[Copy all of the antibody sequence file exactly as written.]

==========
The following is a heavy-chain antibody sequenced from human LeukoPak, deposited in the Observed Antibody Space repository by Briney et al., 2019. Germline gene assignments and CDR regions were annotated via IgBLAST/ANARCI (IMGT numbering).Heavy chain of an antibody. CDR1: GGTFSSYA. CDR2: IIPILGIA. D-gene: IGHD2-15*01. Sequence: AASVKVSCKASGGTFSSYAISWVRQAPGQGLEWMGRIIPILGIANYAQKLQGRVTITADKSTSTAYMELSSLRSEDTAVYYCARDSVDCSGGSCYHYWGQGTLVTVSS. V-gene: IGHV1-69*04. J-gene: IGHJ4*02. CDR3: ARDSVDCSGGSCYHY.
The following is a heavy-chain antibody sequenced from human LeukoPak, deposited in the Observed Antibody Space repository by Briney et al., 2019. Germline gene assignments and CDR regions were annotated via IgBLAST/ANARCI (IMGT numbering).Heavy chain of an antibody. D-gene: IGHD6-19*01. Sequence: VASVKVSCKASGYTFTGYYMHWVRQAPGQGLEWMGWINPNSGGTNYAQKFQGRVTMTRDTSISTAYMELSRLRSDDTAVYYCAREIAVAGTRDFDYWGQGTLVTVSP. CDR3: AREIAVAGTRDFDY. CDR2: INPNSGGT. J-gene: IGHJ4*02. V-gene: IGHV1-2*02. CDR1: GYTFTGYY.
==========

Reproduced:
The following is a heavy-chain antibody sequenced from human LeukoPak, deposited in the Observed Antibody Space repository by Briney et al., 2019. Germline gene assignments and CDR regions were annotated via IgBLAST/ANARCI (IMGT numbering).Heavy chain of an antibody. CDR1: GGTFSSYA. CDR2: IIPILGIA. D-gene: IGHD2-15*01. Sequence: AASVKVSCKASGGTFSSYAISWVRQAPGQGLEWMGRIIPILGIANYAQKLQGRVTITADKSTSTAYMELSSLRSEDTAVYYCARDSVDCSGGSCYHYWGQGTLVTVSS. V-gene: IGHV1-69*04. J-gene: IGHJ4*02. CDR3: ARDSVDCSGGSCYHY.
The following is a heavy-chain antibody sequenced from human LeukoPak, deposited in the Observed Antibody Space repository by Briney et al., 2019. Germline gene assignments and CDR regions were annotated via IgBLAST/ANARCI (IMGT numbering).Heavy chain of an antibody. D-gene: IGHD6-19*01. Sequence: VASVKVSCKASGYTFTGYYMHWVRQAPGQGLEWMGWINPNSGGTNYAQKFQGRVTMTRDTSISTAYMELSRLRSDDTAVYYCAREIAVAGTRDFDYWGQGTLVTVSP. CDR3: AREIAVAGTRDFDY. CDR2: INPNSGGT. J-gene: IGHJ4*02. V-gene: IGHV1-2*02. CDR1: GYTFTGYY.